State of the COVID Crisis – August 25, 2020

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The effects of COVID-19 go far beyond the disease itself and the walls of our facilities. With the start of a new school year, many adults are feeling the anticipation of being responsible for their child’s education, in addition to a school year that looks different than ever before – this may take its own toll.

That’s why we want to take this week’s ‘State of COVID’ update to share some tips from a recent HealthQuest featuring Dr. Patrick Shea, our own pediatric psychiatrist and UCSF Fresno faculty member, to help you and your family during this challenging school year.

Adjust your expectations – for you and your children. Whatever your situation, whether homeschooling or online studies, it is hard to replicate the academic rigor experienced in a normal classroom. Recognize that most likely you aren’t an expert in social studies, math, science and literature – and that’s okay. Your main goal is to keep children engaged and up-to-date with school work. Remember: Teachers are working during this time. Use them as a resource and lean on them to help you with the curriculum – they are the content experts.

Dedicate a space in your home for school. It’s going to be more challenging to get into ‘school mode’ at home. Creating a place in your home that’s dedicated to school work can help your child stay focused and subconsciously trigger “school mode.” For younger kids, this might be the kitchen table. Kids older than 12 do better with a desk or other dedicated work area.

Mornings are your friend. It will only get harder as the day wears on to get kids to engage with school work. Avoid letting them do any “fun” or “preferred” activities before they get started on their school work. Save this as a daily break or reward once they’ve completed a mandatory minimum amount of school work.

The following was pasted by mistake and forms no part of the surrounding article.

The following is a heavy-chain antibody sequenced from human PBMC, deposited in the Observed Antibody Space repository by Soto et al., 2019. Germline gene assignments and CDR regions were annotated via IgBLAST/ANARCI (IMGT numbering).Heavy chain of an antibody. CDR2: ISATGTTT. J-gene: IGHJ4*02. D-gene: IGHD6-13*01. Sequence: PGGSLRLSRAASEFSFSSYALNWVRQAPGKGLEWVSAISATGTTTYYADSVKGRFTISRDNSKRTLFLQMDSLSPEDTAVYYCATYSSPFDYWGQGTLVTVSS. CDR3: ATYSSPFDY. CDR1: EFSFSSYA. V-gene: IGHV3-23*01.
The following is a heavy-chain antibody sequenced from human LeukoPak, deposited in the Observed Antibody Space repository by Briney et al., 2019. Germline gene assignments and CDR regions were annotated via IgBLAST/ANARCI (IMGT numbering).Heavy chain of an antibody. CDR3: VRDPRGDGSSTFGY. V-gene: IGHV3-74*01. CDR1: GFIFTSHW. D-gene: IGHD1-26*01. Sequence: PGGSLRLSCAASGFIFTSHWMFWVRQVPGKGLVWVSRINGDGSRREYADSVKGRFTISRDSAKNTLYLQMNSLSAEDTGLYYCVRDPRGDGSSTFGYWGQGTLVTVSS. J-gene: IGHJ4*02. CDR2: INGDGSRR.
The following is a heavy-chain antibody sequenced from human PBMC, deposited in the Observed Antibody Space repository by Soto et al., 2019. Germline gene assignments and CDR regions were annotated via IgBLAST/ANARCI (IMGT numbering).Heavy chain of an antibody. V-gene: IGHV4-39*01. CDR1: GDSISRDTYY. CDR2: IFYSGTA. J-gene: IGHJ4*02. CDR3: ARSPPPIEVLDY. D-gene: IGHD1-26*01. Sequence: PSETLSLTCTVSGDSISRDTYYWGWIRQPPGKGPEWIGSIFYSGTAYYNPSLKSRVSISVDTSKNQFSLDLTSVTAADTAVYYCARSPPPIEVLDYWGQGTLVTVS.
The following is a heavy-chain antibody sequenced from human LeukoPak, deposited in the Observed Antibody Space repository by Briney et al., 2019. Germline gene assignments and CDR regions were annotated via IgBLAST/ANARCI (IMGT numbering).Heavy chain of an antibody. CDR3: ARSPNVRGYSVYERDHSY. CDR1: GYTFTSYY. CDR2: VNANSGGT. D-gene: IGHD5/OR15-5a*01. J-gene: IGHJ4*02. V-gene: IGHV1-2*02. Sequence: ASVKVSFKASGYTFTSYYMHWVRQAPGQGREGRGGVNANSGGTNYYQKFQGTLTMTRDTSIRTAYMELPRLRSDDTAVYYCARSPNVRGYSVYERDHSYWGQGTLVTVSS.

Teach what you know. This is a great time to teach your kids about a passion and expand your definition of “learning.” Do you know a lot about mechanics and fixing cars? What about planting a fall garden? Even life skills like laundry, cooking or home remodeling can be great skills that keep your kids learning and engaged – and even slip in some practical math lessons.

Try to stay on a schedule. Create some sort of normalcy for you and your kids with a schedule. You don’t need to plan every minute of the day, but waking up, school time, meals and bedtimes should be roughly the same on weekdays. Also, try to schedule some down time for everyone in the family – that includes YOU. 

Everybody is getting more screen time and that is okay. School is on a screen. Social time is now primarily on a screen. Bonding as a family while watching a movie is on screen. Trying to limit screen time overall during COVID-19 is unrealistic. Where you may want to observe some screen time boundaries are with more high-intensity activities like video games, social media and YouTube.

Your feelings and your kid’s feelings are valid. This pandemic has been difficult for everyone. Some feelings of anxiety, sadness and irritability are normal. If you feel yourself losing patience, give yourself a timeout. Walk away for a few minutes, count to ten, walk a quick lap outside or call a friend. Whatever you do, don’t beat yourself up over the grief that goes along with the adjustment to this stressful situation.